• National randomised controlled trial (RCT) on undisplaced femoral neck fracture comparing internal fixation with arthroplasty.

    • It is a pragmatic RCT and each hospital can use their preferred implants.

    • Primary outcome is an easily understood functional score, the New Mobility Score.

    • Participants are only included if they are able to walk outside with no help from other individuals.

    • The participants and assessors are blinded concerning implant.

    Introduction

    Arthroplasty for a displaced femoral neck fracture (FNF) in the elderly is recommended by most guidelines.1 2 For the undisplaced FNF, internal fixation is the only recommendation; however, it is questioned whether there is an alternative treatment.

    Recently, two randomised controlled trials (RCTs) comparing internal fixation with hemiarthroplasty have been published.3 4 Both RCTs demonstrated a lower reoperation frequency in the hemiarthroplasty group (5%) compared with internal fixation (20%–21%). Lu et al3 found a slightly higher Harris Hip Score after 6 months and 1 year in favour of hemiarthroplasty but not thereafter. Dolatowski et al4 found a faster mobility (Timed-Up-And-Go) but no difference in the Harris Hip Score. These studies did not show a clinical difference in Harris Hip Scores, but this measure may not be the best primary outcome measure due to the ceiling effect and lack of validation for patients with hip fracture.5

    Mobilisation after hip fracture is perhaps the most important factor for mortality after surgery6 and surgery should, therefore, aim for fast mobilisation. Arthroplasty may be a good choice, as it may yield faster recovery than internal fixation.7 A systematic review8 in 2008 of mobility instruments for older patients showed that no existing instrument had the properties required to measure and monitor the mobility of older acute medical patients accurately. The New Mobility Score (NMS) developed by Parker may predict mortality,9 and Kristensen et al have since shown that it can also predict function better than Timed-Up-and-Go. NMS is easy to use and has a very high inter-tester reliability.10 11 Pedersen and Lauritsen12 also demonstrated good correlation of NMS and gait function prediction with the same properties as Barthel-20 and Barthel-100 but with a lower ceiling frequency of 4 months postoperatively.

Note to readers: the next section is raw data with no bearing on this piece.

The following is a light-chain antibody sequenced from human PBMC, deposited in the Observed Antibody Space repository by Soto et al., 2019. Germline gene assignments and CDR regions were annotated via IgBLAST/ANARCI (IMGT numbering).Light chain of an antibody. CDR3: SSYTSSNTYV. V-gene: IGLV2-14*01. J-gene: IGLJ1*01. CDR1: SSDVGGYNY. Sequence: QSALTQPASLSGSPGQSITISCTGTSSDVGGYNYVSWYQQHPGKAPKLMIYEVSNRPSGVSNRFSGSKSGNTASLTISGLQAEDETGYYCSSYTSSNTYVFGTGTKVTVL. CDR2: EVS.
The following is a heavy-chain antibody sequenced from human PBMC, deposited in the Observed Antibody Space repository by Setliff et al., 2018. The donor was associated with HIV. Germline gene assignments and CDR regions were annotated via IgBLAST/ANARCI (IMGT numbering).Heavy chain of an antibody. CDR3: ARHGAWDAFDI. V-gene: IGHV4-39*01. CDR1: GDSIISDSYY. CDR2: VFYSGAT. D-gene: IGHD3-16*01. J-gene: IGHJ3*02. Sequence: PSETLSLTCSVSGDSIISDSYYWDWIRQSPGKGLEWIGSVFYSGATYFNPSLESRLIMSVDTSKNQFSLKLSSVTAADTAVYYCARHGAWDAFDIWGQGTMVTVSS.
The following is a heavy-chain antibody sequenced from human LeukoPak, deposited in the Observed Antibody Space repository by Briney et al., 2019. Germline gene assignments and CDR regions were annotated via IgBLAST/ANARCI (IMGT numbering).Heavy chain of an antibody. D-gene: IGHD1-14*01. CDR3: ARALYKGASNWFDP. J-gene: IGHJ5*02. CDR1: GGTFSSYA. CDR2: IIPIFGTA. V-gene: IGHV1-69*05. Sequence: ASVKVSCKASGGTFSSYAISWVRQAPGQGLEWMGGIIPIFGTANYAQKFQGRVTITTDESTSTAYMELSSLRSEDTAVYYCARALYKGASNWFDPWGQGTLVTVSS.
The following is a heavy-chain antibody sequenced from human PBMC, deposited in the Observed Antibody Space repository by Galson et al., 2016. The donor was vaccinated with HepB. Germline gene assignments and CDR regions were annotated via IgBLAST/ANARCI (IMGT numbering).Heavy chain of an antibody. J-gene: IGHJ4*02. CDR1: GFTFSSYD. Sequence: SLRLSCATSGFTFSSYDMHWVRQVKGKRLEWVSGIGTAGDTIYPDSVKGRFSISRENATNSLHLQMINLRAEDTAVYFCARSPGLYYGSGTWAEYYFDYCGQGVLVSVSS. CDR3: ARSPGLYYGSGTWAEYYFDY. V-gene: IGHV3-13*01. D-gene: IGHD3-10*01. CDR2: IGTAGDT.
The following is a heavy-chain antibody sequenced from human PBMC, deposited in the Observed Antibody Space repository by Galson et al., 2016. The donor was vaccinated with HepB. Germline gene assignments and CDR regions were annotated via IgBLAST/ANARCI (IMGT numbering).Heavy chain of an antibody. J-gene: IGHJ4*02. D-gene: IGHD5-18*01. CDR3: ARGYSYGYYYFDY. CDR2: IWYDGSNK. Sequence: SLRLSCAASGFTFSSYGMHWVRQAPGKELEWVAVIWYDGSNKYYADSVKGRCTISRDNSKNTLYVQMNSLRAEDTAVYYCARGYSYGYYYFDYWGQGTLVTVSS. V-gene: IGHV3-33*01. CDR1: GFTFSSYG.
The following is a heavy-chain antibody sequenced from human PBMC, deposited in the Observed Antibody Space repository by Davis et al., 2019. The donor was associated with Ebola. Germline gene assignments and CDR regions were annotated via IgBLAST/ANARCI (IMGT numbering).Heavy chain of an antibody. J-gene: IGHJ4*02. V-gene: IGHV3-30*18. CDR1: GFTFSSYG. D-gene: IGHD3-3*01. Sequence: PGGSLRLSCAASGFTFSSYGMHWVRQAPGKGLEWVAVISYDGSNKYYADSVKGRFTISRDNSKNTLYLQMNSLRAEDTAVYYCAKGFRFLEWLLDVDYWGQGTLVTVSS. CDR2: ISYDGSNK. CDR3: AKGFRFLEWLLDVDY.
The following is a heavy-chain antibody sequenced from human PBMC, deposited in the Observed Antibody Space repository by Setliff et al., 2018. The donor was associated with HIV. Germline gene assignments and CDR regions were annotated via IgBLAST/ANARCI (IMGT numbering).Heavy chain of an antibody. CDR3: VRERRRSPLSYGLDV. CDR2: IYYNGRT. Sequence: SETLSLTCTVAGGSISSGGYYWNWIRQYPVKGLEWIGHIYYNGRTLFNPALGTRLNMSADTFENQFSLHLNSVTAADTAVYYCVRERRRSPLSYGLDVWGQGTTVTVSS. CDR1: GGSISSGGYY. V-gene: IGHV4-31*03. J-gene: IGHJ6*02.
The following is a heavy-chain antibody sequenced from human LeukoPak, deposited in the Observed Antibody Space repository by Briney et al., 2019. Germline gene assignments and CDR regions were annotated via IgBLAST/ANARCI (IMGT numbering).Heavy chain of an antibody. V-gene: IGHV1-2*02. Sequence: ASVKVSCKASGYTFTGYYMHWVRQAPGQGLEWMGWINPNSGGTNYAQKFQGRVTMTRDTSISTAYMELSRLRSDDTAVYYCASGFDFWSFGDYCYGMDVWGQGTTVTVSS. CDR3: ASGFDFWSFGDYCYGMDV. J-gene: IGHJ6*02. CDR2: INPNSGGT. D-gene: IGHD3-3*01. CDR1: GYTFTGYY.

Even though the evidence is limited from the two RCTs,3 4 one could argue for implementing arthroplasty for undisplaced FNF since there are fewer reoperations and perhaps a faster mobilisation. However, a cohort study has demonstrated a higher mortality percentage when using hemiarthroplasty compared with internal fixation.13 This study does contain selection bias and confounding problems, as there are in general with cohort studies, which makes the resulting evidence limited for everyday clinical use. Therefore, we should conduct larger RCTs as hip fracture RCTs, in general, are small and underpowered.14 In addition, external validity is often a problem in traditional RCTs, because an inclusion rate as little as 7% was seen in the FAITH Study15 thereby questioning whether hip fracture trials exclude too many patients.16 A pragmatic RCT design includes a larger proportion of the eligible patients due to fewer exclusion criteria and could, therefore, be a better choice to test an intervention in everyday clinical setting.17